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Report: Uncertain fed funds may delay transportation projects

Posted on April 2, 2012

With the Congressional focus on reducing the budget deficit, Standard & Poor's Ratings Services believes future funding for transportation projects may be lower and erratic, according to a report published on RatingsDirect.

The report, titled, "Increasingly Unpredictable Federal Funding Could Stall U.S. Transportation Infrastructure Projects," says that since the start of the last recession, state and federal funding for transportation infrastructure has become increasingly unpredictable. This can result in a domino effect of severe consequences, to the economy and to public safety.

The FAA shutdown last August heightened concerns about the future of federally funded projects of all types, not just airports. Currently, the surface transportation bill remains mired in uncertainty. Holdups in funding reauthorizations and/or significant cuts in infrastructure programs are delaying some projects and forcing others to be scaled back.

In addition, numerous economists are forecasting prolonged weak economic growth and high fuel costs. The combination of reduced or unpredictable federal support and lower demand because of the shaky economy could result in entities' deferring maintenance projects that would keep the nation's transportation infrastructure in good repair. Such deferrals could hurt an entity's credit if capital costs escalate over time, putting the system at risk. Conversely, proceeding with such projects could also hurt the credit rating if the resulting liquidity and debt levels are not already reflected in the rating, according to the report.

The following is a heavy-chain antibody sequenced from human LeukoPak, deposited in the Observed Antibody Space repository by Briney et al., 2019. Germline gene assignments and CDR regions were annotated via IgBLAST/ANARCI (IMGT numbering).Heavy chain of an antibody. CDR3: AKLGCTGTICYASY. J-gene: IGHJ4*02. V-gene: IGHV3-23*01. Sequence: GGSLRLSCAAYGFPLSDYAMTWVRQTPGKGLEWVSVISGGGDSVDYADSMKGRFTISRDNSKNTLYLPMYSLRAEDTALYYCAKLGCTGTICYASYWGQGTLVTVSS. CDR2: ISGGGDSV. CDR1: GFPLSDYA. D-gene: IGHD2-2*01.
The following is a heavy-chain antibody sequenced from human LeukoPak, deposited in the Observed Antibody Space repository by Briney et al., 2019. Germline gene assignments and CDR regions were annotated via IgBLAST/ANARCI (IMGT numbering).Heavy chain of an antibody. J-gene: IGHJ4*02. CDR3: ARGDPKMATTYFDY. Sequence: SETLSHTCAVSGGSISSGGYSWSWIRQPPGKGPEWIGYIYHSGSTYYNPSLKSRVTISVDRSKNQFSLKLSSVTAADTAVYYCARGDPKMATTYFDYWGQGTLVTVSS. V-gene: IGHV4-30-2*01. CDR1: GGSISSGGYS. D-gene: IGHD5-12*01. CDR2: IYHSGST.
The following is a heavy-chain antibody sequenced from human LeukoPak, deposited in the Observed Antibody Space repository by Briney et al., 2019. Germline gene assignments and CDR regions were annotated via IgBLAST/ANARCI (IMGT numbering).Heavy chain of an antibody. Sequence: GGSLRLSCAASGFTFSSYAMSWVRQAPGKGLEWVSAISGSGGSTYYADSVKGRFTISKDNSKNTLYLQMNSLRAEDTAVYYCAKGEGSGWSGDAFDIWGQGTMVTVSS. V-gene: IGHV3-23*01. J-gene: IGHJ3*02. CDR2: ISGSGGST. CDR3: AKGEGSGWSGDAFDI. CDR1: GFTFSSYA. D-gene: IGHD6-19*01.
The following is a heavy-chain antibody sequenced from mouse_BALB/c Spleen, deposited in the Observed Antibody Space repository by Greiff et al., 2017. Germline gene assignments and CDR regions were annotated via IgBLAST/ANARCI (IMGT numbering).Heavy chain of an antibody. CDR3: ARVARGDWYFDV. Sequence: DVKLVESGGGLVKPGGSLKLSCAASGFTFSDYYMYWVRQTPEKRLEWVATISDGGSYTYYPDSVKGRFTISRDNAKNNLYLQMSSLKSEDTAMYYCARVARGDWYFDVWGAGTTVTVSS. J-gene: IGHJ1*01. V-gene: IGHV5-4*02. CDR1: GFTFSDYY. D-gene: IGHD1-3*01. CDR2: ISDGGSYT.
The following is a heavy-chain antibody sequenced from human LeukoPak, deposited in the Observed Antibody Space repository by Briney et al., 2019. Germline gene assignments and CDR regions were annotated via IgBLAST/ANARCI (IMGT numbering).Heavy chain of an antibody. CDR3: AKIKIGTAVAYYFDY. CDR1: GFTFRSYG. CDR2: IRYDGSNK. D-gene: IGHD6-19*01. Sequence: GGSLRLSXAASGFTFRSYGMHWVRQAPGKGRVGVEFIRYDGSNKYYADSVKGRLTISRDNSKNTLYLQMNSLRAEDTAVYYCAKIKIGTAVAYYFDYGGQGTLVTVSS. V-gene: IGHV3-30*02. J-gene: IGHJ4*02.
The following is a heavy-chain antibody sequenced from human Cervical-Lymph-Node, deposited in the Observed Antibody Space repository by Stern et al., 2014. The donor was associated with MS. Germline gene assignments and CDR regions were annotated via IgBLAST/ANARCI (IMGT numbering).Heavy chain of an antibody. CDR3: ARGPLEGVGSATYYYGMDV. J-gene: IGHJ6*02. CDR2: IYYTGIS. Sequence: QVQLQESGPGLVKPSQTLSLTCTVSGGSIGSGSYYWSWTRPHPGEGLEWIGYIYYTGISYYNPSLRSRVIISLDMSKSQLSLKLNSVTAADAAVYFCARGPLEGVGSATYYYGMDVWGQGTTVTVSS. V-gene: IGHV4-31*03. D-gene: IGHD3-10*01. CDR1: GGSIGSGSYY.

The report is available to subscribers of RatingsDirect on the Global Credit Portal at www.globalcreditportal.com. If you are not a RatingsDirect subscriber, you may purchase a copy of the report by calling (212) 438-7280 or sending an e-mail to [email protected]. Ratings information can also be found on Standard & Poor's Web site by using the Ratings search box located in the left column at www.standardandpoors.com.

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